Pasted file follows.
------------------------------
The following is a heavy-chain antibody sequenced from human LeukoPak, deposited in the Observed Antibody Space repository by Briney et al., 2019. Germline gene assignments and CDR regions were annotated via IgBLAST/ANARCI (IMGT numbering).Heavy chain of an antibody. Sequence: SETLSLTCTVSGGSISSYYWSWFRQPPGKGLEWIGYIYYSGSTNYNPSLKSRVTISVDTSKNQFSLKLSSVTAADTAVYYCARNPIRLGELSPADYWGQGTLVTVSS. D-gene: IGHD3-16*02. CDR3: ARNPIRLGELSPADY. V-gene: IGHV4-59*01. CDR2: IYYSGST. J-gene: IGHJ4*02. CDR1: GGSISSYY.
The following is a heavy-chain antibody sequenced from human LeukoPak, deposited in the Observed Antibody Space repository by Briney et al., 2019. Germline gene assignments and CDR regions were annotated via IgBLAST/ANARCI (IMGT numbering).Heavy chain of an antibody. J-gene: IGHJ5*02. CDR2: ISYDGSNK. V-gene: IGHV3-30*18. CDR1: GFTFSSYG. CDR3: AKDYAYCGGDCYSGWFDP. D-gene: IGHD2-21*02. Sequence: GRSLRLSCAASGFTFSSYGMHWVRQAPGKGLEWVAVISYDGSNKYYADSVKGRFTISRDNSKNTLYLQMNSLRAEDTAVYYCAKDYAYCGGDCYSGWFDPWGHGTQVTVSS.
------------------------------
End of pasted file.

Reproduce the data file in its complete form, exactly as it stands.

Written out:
The following is a heavy-chain antibody sequenced from human LeukoPak, deposited in the Observed Antibody Space repository by Briney et al., 2019. Germline gene assignments and CDR regions were annotated via IgBLAST/ANARCI (IMGT numbering).Heavy chain of an antibody. Sequence: SETLSLTCTVSGGSISSYYWSWFRQPPGKGLEWIGYIYYSGSTNYNPSLKSRVTISVDTSKNQFSLKLSSVTAADTAVYYCARNPIRLGELSPADYWGQGTLVTVSS. D-gene: IGHD3-16*02. CDR3: ARNPIRLGELSPADY. V-gene: IGHV4-59*01. CDR2: IYYSGST. J-gene: IGHJ4*02. CDR1: GGSISSYY.
The following is a heavy-chain antibody sequenced from human LeukoPak, deposited in the Observed Antibody Space repository by Briney et al., 2019. Germline gene assignments and CDR regions were annotated via IgBLAST/ANARCI (IMGT numbering).Heavy chain of an antibody. J-gene: IGHJ5*02. CDR2: ISYDGSNK. V-gene: IGHV3-30*18. CDR1: GFTFSSYG. CDR3: AKDYAYCGGDCYSGWFDP. D-gene: IGHD2-21*02. Sequence: GRSLRLSCAASGFTFSSYGMHWVRQAPGKGLEWVAVISYDGSNKYYADSVKGRFTISRDNSKNTLYLQMNSLRAEDTAVYYCAKDYAYCGGDCYSGWFDPWGHGTQVTVSS.